marginalia || Firmin, by Sam Savage

Dwelling as I did each night in the mysterious interstices between reading and snacking, I had discovered a remarkable relation, a kind of preestablished harmony, between the taste and the literary quality of a book. To know if something was worth reading I had only to nibble a portion of the printed area. I learned to use the title page for this, leaving the text intact. “Good to eat is good to read” became my motto.

I was not able to take notes while I was reading Firmin by Sam Savage. [And so I apologize in advance for the haphazard post.] The most I could do was blindly pat my immediate radius for the Post-It flags to stick to pages, as reminder of moving scenes, and the passages that made me go Oh my.

I was submerged in Firmin’s story. It was bittersweet, sad and uplifting, and so very lovely. It’s a calm book, wait, no, not calm–tempered is probably the better word. Savage’s crafting of Firmin, how Firmin controlled the story, the language. Firmin’s intelligent, a little wry, his words lyrical, sometimes grave. A little wistful too. His very condition–A rat! In a bookshop! And he can read!–starts out so whimsical, almost like a child’s miracle–but eventually it’s just right, just true. Firmin is a rat that reads. Firmin is a rat who used to eat books, but eventually acquired the ability to read. What an awesome literal way of interpreting devouring and digestion and all the gestation-shiz that’s related to reading. Come on, people, this is epic. Aherm.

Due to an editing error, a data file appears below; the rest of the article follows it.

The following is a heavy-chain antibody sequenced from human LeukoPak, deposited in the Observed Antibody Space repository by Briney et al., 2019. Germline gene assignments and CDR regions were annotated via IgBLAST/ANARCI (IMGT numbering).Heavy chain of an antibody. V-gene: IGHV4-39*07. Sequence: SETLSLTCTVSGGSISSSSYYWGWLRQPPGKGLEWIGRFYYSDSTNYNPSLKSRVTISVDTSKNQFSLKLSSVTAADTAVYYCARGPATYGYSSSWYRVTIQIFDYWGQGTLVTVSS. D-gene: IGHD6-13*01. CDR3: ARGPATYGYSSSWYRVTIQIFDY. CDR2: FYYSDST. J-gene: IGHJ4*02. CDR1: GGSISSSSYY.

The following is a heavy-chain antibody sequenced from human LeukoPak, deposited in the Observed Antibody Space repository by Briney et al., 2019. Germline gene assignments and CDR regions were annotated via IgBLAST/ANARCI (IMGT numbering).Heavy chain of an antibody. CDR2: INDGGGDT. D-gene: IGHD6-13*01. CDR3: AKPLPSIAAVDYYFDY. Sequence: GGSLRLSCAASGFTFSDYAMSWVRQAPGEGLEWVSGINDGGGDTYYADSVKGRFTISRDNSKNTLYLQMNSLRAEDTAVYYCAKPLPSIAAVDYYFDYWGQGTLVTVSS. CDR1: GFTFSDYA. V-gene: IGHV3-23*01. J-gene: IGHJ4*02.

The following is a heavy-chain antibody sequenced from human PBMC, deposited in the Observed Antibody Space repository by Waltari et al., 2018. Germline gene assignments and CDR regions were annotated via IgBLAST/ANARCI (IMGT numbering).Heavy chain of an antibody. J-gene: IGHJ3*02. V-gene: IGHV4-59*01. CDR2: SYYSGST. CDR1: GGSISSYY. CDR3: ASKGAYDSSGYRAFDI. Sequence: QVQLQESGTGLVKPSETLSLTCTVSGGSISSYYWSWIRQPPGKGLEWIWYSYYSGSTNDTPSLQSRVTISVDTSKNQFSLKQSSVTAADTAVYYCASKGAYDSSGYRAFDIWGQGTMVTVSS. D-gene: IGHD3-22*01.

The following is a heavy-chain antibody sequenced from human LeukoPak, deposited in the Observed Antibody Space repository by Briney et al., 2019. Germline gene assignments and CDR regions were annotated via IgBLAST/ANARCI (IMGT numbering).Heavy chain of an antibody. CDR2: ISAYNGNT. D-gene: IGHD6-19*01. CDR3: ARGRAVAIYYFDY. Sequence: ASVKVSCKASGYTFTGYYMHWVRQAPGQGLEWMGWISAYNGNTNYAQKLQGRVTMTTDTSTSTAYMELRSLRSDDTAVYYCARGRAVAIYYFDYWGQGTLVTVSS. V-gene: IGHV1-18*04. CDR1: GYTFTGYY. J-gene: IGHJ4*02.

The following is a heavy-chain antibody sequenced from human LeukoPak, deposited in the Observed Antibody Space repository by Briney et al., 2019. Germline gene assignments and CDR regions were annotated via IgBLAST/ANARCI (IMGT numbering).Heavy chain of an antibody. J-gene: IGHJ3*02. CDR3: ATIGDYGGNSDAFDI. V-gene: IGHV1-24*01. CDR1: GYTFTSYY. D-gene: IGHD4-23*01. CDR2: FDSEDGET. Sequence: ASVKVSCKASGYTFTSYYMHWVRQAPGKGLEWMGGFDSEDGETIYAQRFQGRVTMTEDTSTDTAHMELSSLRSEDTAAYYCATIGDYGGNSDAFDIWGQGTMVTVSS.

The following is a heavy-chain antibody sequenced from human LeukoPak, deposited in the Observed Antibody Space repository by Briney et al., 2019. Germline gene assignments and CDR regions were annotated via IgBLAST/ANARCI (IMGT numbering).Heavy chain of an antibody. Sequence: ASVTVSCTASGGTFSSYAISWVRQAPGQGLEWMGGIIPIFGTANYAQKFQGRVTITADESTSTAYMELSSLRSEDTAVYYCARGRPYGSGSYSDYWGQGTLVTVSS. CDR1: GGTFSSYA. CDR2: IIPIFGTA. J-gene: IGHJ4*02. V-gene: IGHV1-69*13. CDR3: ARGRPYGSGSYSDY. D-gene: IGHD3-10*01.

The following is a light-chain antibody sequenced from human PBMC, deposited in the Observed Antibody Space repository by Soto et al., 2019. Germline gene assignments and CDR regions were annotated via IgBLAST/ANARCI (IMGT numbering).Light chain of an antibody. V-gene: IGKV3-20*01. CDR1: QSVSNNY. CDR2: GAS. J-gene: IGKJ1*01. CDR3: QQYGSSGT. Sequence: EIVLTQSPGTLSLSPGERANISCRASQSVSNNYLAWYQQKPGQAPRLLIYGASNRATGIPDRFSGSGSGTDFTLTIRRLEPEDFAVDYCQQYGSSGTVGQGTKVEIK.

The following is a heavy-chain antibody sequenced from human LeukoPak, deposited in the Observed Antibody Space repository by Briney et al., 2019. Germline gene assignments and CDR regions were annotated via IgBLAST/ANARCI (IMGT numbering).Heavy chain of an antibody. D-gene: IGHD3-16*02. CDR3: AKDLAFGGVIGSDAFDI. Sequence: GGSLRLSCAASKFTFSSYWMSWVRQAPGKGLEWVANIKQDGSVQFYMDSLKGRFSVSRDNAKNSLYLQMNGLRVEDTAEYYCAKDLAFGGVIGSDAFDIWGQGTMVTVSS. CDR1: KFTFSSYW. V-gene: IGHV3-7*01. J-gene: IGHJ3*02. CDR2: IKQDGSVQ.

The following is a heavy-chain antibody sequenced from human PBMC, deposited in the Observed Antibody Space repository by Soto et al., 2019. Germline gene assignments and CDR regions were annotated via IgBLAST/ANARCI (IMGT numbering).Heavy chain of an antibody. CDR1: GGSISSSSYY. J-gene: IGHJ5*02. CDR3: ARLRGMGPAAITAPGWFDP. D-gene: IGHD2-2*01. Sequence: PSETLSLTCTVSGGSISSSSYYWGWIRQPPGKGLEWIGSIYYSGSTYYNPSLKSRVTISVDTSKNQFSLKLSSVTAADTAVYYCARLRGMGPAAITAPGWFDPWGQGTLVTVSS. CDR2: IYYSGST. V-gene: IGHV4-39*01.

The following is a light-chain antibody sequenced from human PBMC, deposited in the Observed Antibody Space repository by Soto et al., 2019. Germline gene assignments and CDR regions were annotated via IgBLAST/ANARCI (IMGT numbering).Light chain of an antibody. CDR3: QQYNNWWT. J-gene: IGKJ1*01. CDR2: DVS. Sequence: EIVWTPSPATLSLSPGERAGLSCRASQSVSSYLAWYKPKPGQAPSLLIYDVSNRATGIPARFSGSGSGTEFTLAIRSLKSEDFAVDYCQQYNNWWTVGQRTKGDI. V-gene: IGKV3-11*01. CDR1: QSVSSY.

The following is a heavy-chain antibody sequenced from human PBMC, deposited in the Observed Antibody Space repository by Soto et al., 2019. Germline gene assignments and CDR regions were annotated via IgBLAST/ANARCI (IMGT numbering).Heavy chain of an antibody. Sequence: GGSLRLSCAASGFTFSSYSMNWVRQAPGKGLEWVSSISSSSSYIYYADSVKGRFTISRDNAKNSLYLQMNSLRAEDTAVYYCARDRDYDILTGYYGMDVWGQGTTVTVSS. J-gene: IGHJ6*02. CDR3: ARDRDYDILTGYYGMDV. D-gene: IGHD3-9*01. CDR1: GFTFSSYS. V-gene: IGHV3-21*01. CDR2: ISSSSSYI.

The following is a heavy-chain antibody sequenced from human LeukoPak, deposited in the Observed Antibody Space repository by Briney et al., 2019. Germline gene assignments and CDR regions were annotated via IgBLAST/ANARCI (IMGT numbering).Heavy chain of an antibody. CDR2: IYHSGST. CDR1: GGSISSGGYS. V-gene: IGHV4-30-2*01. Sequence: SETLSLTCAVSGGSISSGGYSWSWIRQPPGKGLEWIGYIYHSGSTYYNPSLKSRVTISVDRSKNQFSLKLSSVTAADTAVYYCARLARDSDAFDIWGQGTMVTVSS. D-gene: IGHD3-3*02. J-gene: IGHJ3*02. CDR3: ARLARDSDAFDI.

Inevitably, Firmin interacts with the human world–the one bigger [or smaller, as the way things sometimes seem]. But things didn’t turn out the way I expected them too–That is, I’d imagined our beloved rat would make friends with some dedicated reader, and learn how to talk, and he’d be the discovery of the century, and he’d be writing his own books. I was incredibly wrong. The story weaves in and out of Firmin’s exploits, his reflections on reading and the love of reading, and the caprices of the people around him. Firmin finds joy, and, of course, some sadness in his relationships with humans. The many ways persons can view a rat, after all.

[Bleep!] sometimes got home before me. He could see I was taking trips on my own, and he clearly di not mind. HE treated me like an equal. I would haul myself up through the hole, and Jerry, sitting at the table, would turn and say something like, “Lo, Ernie, how was your walk?” It broke my heart that at those moments I could not say, “Hi, [Bleep!], it was swell.”

Oh, my heart!

I had heard so much about it [see pseudo-footnote #02 below], even thought it was Ratatouille but for books. The novel shattered all my expectations. It is so not Ratatouille. This is not Disney, there is nothing cute about the novel. It’s heartwrenching and heartbreaking. All the adjectives that concern the heart and the things that make it glow, and eventually crush, and then make it glow brighter. Shiz like that, y’all.